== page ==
Nurturing independence in the home environment
All children can practice self-help skills in their own home, gaining a sense of self-esteem and accomplishment.
Many American parents value independence very highly, and we teach our children from an early age to take care of themselves and their environment. This generally works out well for many families because many children enjoy doing things for themselves. They gain a sense of self-esteem and feel accomplished when they are able to meet some of their own basic needs. These activities are generally called “self-help skills” and, most often, children learn these skills in their homes.
All children, even children with special needs or developmental delays, can practice self-help skills. The Technical Assistance and Training System at the University of Central Florida, which provides assistance for families with young children with disabilities, reminds families that, “Children need to develop confidence in their own ability to be self-reliant. Acquiring these skills can alleviate ‘learned helplessness.’”
Many of us have seen the effects of learned helplessness: whining, collapsing or foot-dragging when we ask them to do a routine task like brush their teeth or get dressed. Doing it for the child who is capable of doing it themselves sends the message they are incapable and we rob them of the opportunity to feel proud of themselves.
If you want to start teaching your child about how to take care of some of their own needs, it is good to start with a general list of what you can expect based on a child’s age and developmental level. For a chart of typical expectations by age, see “Developmentally Appropriate Practice – Adaptive/Self-Help Skills” by the Technical Assistance and Training System. Of course, parents and child development experts alike recognize each child develops at their own pace. You know your own child best.
Experts often list four skills that fall into the self-help skills category: feeding, dressing, hygiene and simple household tasks. When teaching a child a new skill, it is best to begin with a simple task that has few steps. If we have more complicated tasks, breaking the process down into steps is a good idea, too. We want to avoid overwhelming a child with too many things to remember at once. It also helps to slow down your speaking when giving verbal instructions.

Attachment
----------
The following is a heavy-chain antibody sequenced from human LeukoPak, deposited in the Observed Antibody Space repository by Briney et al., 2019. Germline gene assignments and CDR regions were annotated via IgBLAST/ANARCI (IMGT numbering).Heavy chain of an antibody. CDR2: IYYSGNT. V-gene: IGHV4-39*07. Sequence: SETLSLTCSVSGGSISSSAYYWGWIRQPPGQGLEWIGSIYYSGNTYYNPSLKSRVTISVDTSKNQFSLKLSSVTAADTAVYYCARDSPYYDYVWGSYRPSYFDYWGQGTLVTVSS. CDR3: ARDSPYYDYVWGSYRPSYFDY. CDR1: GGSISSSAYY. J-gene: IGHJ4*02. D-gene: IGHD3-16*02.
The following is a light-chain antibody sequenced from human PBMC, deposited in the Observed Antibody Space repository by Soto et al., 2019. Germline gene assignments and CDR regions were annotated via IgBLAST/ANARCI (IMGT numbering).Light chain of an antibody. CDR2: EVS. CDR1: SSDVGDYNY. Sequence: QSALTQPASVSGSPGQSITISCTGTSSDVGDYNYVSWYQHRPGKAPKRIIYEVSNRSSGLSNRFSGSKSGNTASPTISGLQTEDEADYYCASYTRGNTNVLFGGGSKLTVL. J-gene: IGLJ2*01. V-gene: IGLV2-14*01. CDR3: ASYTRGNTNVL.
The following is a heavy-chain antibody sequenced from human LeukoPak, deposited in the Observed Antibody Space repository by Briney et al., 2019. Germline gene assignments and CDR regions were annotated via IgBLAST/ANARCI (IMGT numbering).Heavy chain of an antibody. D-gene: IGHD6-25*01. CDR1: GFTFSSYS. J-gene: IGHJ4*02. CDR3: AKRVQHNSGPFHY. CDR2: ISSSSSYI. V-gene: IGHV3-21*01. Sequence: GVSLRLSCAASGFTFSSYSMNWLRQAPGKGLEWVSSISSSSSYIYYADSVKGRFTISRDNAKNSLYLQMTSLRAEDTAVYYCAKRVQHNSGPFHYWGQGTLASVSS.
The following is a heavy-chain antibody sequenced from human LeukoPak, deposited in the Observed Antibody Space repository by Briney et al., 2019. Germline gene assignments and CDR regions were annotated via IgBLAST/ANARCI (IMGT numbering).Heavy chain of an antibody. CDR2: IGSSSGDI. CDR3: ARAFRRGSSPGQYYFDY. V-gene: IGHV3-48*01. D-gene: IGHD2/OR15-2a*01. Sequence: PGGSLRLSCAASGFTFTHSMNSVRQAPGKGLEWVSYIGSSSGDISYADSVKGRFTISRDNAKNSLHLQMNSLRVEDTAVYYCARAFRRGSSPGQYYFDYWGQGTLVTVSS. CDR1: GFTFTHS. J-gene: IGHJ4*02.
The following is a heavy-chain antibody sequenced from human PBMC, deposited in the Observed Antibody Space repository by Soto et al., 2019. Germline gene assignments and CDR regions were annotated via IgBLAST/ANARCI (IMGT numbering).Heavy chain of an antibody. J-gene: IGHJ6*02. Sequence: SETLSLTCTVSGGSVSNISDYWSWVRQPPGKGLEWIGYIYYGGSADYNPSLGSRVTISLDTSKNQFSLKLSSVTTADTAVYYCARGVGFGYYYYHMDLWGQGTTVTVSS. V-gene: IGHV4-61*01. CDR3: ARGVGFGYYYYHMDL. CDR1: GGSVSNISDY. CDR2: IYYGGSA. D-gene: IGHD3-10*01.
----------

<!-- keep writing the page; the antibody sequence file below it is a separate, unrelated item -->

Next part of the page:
We can begin by modeling the task, which most parents have already done by allowing their children to watch them as they perform self-help skills like washing their hands, brushing their teeth or using a spoon. When we begin the teaching phase though, we want to slow down the process and add words to bring the child’s attention to the individual steps we take to accomplish these tasks.
Another way to help a child is to use a hand-over-hand technique to show them how to hold a utensil or manipulate the faucet, for example. This is an initial helping step that we remove gradually as the child gains competence. It is done gently and with the child’s compliance, otherwise we are setting up a situation that quickly becomes a power struggle.
We also want to encourage the child’s efforts to try out these self-help skills. The first attempts may be messy and take a long time. However, as long as the child has the physical skills to do the task, they will become better and faster as they practice. No need to set aside blocks of time for practice—these skills are part of your daily routine so they naturally fit into your schedule. It’s a good idea to plan a little more time into the routine when children are learning new skills though.
Even though many children enjoy doing things for themselves, sometimes a child can be recalcitrant, especially if a favorite activity is interrupted. One way to handle this is to give your child a choice, such as “you can brush your teeth first or you can dress yourself first”. Consistency also helps children recognize they are expected to do these activities every day. When parents only require the child to do it occasionally or step in and take over the process for the child, we send a confusing message that it isn’t really the child’s responsibility. Our purpose is to make the task one that the child can do using their own skills and initiative.
You can find many more strategies to encourage children to learn self-help skills at “Teaching Your Child to: Become Independent with Daily Routines” by Vanderbilt University.
For more information about helping your child be more independent, Michigan State University Extension suggests the following resources:
- Ways to Encourage Self-Help Skills in Children by eXtension
- Developing independence in children by MSU Extension
- Helping Young Children Learn Motor and Self-Help Skills by Vanderbilt University
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